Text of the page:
Bearing the inconceivable - how do relationships survive the possibility of infertility?

It's usually (though not always) something we take for granted - as a couple, we make the decision to start a family, and assume that, although it may take a while, it'll happen sooner or later (and - at least initially - it's lots of fun trying!). For some couples though, time goes on and on either without being able to conceive at all, or enduring the tragedy of unsuccessful pregnancies. It's not too surprising that for some, this may start to take a toll on their relationship. It may become hard to remember when sex didn't feel like a chore. Complicated feelings of grief can result in a tendency to blame ourselves and/or our partner for what we start to feel is a failure, to question the quality of our relationship, of our partner's or our own commitment to each other, or to becoming parents. One partner's response to that grief may be quite different from the other's (for example - I may withdraw into myself, into work or other activities in order to cope; my partner may assume that this means I'm not committed to trying to fall pregnant. Alternatively, I might become angry or irritable - an often misunderstood form of grieving - and in doing so cause my partner to feel like s/he's 'walking on eggshells' whenever s/he tries to come close).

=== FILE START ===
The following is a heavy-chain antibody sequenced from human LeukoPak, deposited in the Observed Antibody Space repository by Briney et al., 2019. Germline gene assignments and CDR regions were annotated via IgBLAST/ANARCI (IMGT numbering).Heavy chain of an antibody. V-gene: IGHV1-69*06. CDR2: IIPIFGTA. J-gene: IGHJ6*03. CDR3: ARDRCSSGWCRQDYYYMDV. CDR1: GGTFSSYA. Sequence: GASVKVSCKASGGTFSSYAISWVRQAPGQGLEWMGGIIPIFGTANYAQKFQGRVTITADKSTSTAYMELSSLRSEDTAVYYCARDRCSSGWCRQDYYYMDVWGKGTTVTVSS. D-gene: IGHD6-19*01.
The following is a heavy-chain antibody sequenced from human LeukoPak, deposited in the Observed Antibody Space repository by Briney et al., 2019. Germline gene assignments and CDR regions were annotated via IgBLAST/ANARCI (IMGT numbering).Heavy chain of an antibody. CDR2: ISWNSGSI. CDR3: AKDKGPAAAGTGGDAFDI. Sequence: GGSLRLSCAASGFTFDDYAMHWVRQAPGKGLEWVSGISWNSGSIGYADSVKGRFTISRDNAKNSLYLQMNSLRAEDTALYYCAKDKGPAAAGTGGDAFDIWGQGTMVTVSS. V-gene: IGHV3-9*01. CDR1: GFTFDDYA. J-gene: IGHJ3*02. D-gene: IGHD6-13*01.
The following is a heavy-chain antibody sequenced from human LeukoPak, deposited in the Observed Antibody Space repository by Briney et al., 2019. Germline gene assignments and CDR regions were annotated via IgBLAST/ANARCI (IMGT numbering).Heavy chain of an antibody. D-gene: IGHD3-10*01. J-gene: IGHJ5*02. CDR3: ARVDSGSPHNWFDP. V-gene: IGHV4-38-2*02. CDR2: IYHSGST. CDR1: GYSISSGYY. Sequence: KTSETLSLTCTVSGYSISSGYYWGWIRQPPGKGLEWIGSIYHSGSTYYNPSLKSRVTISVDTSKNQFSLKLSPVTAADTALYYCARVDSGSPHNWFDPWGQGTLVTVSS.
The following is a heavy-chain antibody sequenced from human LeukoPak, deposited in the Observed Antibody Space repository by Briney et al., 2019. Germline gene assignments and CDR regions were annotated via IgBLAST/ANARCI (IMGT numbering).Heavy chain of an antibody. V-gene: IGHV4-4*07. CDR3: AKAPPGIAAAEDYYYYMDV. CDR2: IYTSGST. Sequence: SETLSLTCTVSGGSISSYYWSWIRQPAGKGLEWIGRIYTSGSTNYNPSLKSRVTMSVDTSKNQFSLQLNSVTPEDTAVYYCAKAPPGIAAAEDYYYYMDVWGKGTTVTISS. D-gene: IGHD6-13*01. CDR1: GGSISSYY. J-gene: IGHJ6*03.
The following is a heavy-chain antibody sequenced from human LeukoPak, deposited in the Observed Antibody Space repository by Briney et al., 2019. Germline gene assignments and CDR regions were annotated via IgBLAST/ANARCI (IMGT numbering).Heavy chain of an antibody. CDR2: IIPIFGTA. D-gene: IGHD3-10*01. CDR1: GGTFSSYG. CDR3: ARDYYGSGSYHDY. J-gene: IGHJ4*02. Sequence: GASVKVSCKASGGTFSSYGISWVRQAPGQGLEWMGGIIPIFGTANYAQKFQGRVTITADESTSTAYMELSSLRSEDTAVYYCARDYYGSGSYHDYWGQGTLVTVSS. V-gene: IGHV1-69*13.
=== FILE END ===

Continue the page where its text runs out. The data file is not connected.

It's vitally important to seek out additional support if you're facing the difficult journey of dealing with infertility in your relationship. Even in the strongest relationship, it's sometimes just too hard to support your partner enough, especially when trying to manage and understand your own difficult responses to the situation. Whether you seek out counselling, or simply reach out for informal support through your network of family and friends, make sure you have a place - separately as well as together - where it's OK to talk about how you're going, to be able to process ambivalent or difficult responses without feeling like you're being judged or making the listener uncomfortable.  It may also be important to have a place where it's OK NOT to talk or even think about it,  just to have some respite from the issue, however briefly!

Till next post, Vivienne

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